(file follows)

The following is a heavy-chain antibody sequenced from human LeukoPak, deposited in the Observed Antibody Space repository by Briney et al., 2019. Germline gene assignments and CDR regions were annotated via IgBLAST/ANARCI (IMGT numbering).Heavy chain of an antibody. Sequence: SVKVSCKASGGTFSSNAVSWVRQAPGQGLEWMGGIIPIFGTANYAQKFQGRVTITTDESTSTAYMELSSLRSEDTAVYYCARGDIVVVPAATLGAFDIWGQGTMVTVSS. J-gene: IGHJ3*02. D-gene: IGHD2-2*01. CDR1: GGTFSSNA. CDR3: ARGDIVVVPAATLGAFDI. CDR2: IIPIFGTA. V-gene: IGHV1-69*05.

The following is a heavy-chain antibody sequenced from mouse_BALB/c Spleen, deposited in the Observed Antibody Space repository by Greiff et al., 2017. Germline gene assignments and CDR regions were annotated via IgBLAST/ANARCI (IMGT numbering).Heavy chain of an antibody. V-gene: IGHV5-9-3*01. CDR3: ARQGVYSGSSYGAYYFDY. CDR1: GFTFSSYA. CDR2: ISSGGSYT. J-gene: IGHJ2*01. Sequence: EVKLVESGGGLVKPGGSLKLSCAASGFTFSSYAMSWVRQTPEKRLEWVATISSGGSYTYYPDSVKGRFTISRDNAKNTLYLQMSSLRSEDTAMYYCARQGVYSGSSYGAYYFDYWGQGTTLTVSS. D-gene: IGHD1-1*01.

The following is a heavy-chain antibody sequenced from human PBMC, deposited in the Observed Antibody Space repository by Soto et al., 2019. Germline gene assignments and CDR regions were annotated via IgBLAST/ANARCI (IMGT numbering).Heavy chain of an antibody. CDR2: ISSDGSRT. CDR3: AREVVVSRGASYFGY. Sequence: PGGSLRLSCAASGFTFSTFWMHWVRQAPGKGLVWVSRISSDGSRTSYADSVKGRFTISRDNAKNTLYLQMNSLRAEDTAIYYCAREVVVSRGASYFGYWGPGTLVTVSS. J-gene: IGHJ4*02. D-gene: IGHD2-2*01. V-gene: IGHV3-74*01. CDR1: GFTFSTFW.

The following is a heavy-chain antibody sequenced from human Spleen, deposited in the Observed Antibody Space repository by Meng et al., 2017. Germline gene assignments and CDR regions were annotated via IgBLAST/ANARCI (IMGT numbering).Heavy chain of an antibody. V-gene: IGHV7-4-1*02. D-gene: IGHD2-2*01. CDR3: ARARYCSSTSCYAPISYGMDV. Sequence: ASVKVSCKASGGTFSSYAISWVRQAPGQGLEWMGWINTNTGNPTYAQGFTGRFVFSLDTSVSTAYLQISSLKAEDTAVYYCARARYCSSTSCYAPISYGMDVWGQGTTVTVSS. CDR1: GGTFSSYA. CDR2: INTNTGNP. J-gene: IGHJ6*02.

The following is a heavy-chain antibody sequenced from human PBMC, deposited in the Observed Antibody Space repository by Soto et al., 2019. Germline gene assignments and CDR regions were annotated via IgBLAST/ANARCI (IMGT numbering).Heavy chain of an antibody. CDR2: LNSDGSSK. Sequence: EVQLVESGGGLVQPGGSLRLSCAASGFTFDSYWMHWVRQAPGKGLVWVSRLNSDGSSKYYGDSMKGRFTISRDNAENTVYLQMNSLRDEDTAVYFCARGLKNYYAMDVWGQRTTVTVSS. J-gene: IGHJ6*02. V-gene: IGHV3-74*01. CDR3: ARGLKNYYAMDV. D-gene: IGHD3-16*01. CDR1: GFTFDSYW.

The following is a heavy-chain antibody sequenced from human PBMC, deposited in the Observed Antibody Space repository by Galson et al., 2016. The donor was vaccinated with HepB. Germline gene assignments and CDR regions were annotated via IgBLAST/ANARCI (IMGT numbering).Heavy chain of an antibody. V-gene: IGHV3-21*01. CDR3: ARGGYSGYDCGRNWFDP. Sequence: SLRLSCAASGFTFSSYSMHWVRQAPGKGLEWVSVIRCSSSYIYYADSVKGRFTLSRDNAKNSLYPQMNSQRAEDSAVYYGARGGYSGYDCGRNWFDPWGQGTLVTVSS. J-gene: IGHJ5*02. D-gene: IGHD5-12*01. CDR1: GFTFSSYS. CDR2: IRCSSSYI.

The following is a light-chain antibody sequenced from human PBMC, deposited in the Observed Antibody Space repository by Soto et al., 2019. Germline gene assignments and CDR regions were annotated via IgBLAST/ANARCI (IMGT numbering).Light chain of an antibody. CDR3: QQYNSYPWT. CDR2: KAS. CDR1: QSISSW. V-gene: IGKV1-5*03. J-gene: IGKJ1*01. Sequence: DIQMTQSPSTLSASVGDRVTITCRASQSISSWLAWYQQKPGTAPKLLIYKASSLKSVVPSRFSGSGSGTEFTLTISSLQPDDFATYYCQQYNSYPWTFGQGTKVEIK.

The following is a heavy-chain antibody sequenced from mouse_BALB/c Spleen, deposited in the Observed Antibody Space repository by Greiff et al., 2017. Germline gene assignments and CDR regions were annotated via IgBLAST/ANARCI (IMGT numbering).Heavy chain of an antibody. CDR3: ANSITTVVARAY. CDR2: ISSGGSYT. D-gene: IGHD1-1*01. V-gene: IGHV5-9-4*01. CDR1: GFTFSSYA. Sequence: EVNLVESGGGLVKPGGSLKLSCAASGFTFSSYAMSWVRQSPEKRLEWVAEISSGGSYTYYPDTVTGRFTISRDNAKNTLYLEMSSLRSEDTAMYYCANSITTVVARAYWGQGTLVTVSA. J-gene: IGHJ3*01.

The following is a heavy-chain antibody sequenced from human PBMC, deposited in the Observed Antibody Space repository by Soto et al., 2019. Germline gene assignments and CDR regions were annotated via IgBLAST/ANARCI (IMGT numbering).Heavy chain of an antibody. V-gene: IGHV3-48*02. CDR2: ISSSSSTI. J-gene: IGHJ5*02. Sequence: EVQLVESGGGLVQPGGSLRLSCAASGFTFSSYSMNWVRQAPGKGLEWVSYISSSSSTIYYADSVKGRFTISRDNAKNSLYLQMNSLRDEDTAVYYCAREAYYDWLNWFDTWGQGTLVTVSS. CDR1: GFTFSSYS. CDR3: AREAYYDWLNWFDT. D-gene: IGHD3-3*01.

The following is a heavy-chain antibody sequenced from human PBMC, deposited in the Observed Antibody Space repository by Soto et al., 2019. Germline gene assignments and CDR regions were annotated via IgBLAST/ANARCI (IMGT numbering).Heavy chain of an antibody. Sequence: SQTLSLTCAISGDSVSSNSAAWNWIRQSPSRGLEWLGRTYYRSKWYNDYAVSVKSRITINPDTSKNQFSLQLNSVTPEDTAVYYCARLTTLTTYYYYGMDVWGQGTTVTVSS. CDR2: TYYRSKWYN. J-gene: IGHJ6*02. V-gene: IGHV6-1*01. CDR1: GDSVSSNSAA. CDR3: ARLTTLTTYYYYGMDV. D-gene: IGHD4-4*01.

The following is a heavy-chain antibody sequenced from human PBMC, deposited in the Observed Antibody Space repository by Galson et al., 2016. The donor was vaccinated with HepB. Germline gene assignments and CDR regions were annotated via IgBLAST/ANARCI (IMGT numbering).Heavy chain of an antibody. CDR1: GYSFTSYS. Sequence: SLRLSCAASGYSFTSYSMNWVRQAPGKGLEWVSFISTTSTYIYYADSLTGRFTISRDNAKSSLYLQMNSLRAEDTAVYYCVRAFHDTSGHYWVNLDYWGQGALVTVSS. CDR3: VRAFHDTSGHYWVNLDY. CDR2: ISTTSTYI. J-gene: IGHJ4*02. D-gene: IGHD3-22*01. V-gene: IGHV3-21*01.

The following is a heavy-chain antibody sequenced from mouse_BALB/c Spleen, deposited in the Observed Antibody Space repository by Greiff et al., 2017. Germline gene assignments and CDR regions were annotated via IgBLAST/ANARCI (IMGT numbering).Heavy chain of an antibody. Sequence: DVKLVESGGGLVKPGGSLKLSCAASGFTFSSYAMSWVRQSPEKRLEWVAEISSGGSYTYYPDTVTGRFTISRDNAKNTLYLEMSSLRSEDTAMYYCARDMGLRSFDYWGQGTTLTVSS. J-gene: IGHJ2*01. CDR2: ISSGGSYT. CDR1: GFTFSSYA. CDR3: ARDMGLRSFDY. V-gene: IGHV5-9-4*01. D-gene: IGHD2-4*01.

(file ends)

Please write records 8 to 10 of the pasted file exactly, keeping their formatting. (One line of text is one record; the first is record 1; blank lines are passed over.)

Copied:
The following is a heavy-chain antibody sequenced from mouse_BALB/c Spleen, deposited in the Observed Antibody Space repository by Greiff et al., 2017. Germline gene assignments and CDR regions were annotated via IgBLAST/ANARCI (IMGT numbering).Heavy chain of an antibody. CDR3: ANSITTVVARAY. CDR2: ISSGGSYT. D-gene: IGHD1-1*01. V-gene: IGHV5-9-4*01. CDR1: GFTFSSYA. Sequence: EVNLVESGGGLVKPGGSLKLSCAASGFTFSSYAMSWVRQSPEKRLEWVAEISSGGSYTYYPDTVTGRFTISRDNAKNTLYLEMSSLRSEDTAMYYCANSITTVVARAYWGQGTLVTVSA. J-gene: IGHJ3*01.

The following is a heavy-chain antibody sequenced from human PBMC, deposited in the Observed Antibody Space repository by Soto et al., 2019. Germline gene assignments and CDR regions were annotated via IgBLAST/ANARCI (IMGT numbering).Heavy chain of an antibody. V-gene: IGHV3-48*02. CDR2: ISSSSSTI. J-gene: IGHJ5*02. Sequence: EVQLVESGGGLVQPGGSLRLSCAASGFTFSSYSMNWVRQAPGKGLEWVSYISSSSSTIYYADSVKGRFTISRDNAKNSLYLQMNSLRDEDTAVYYCAREAYYDWLNWFDTWGQGTLVTVSS. CDR1: GFTFSSYS. CDR3: AREAYYDWLNWFDT. D-gene: IGHD3-3*01.

The following is a heavy-chain antibody sequenced from human PBMC, deposited in the Observed Antibody Space repository by Soto et al., 2019. Germline gene assignments and CDR regions were annotated via IgBLAST/ANARCI (IMGT numbering).Heavy chain of an antibody. Sequence: SQTLSLTCAISGDSVSSNSAAWNWIRQSPSRGLEWLGRTYYRSKWYNDYAVSVKSRITINPDTSKNQFSLQLNSVTPEDTAVYYCARLTTLTTYYYYGMDVWGQGTTVTVSS. CDR2: TYYRSKWYN. J-gene: IGHJ6*02. V-gene: IGHV6-1*01. CDR1: GDSVSSNSAA. CDR3: ARLTTLTTYYYYGMDV. D-gene: IGHD4-4*01.